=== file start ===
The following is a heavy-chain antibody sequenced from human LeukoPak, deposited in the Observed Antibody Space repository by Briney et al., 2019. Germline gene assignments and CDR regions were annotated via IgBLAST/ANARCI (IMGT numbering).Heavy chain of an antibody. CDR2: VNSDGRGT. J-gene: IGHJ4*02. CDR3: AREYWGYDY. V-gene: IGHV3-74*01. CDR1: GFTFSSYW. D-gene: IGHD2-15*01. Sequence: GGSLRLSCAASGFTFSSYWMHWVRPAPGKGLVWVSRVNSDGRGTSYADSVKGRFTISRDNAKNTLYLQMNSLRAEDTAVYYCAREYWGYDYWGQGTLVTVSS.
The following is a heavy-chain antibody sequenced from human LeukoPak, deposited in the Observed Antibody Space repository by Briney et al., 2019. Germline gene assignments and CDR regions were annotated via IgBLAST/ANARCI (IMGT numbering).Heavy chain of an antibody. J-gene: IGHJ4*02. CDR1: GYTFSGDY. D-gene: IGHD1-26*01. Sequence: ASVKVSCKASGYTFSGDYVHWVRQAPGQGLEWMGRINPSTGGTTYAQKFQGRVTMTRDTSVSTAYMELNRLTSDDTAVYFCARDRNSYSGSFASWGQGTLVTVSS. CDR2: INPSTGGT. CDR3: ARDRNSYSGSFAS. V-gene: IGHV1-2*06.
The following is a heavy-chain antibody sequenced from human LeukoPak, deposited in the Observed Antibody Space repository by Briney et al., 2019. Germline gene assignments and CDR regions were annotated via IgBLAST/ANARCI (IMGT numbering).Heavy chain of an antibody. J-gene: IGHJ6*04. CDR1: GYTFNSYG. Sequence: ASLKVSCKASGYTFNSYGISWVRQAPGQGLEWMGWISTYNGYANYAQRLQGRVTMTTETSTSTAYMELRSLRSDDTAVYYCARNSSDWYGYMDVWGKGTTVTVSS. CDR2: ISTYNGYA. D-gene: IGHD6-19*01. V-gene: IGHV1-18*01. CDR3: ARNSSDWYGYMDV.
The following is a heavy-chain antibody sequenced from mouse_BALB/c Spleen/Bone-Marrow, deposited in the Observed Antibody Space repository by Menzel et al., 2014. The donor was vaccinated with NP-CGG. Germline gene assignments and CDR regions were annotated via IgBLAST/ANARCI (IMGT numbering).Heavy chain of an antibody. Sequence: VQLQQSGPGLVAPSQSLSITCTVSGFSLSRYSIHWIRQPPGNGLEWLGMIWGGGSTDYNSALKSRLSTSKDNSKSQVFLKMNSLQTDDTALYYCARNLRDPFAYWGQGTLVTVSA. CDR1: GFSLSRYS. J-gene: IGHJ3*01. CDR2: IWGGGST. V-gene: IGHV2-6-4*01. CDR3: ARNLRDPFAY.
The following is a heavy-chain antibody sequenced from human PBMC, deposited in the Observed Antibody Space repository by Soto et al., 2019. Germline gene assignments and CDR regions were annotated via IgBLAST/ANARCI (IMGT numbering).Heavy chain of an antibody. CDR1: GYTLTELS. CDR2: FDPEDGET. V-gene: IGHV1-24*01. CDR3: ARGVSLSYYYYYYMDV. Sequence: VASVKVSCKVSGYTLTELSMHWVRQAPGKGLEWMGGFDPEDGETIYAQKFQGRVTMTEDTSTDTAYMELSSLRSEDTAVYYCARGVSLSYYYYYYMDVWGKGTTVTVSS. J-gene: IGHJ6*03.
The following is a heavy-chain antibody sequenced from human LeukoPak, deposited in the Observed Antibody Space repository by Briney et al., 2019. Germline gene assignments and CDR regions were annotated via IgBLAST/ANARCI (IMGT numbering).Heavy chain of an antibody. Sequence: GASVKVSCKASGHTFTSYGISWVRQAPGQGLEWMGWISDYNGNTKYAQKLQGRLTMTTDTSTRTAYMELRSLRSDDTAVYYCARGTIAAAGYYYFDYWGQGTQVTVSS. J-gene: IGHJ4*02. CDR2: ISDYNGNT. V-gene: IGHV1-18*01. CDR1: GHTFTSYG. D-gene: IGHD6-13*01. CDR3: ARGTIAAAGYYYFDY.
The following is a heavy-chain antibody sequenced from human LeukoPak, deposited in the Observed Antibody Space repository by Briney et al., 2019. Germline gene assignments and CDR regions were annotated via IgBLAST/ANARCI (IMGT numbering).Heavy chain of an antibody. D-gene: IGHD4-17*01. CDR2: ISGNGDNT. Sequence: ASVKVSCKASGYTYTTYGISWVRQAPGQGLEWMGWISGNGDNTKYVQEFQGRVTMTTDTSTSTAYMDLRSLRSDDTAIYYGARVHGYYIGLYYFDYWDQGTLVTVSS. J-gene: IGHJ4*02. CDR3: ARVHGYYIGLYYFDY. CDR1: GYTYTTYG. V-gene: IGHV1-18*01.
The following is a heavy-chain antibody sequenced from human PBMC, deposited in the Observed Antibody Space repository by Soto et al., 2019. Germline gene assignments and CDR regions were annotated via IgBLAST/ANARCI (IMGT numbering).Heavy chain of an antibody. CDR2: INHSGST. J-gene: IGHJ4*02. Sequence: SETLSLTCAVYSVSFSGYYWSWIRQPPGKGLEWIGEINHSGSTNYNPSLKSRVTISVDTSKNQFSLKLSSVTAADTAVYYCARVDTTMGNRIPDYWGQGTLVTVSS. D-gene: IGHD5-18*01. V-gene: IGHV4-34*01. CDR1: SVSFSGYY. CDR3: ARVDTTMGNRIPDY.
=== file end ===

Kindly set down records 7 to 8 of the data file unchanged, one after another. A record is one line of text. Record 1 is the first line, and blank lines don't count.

The following is a heavy-chain antibody sequenced from human LeukoPak, deposited in the Observed Antibody Space repository by Briney et al., 2019. Germline gene assignments and CDR regions were annotated via IgBLAST/ANARCI (IMGT numbering).Heavy chain of an antibody. D-gene: IGHD4-17*01. CDR2: ISGNGDNT. Sequence: ASVKVSCKASGYTYTTYGISWVRQAPGQGLEWMGWISGNGDNTKYVQEFQGRVTMTTDTSTSTAYMDLRSLRSDDTAIYYGARVHGYYIGLYYFDYWDQGTLVTVSS. J-gene: IGHJ4*02. CDR3: ARVHGYYIGLYYFDY. CDR1: GYTYTTYG. V-gene: IGHV1-18*01.
The following is a heavy-chain antibody sequenced from human PBMC, deposited in the Observed Antibody Space repository by Soto et al., 2019. Germline gene assignments and CDR regions were annotated via IgBLAST/ANARCI (IMGT numbering).Heavy chain of an antibody. CDR2: INHSGST. J-gene: IGHJ4*02. Sequence: SETLSLTCAVYSVSFSGYYWSWIRQPPGKGLEWIGEINHSGSTNYNPSLKSRVTISVDTSKNQFSLKLSSVTAADTAVYYCARVDTTMGNRIPDYWGQGTLVTVSS. D-gene: IGHD5-18*01. V-gene: IGHV4-34*01. CDR1: SVSFSGYY. CDR3: ARVDTTMGNRIPDY.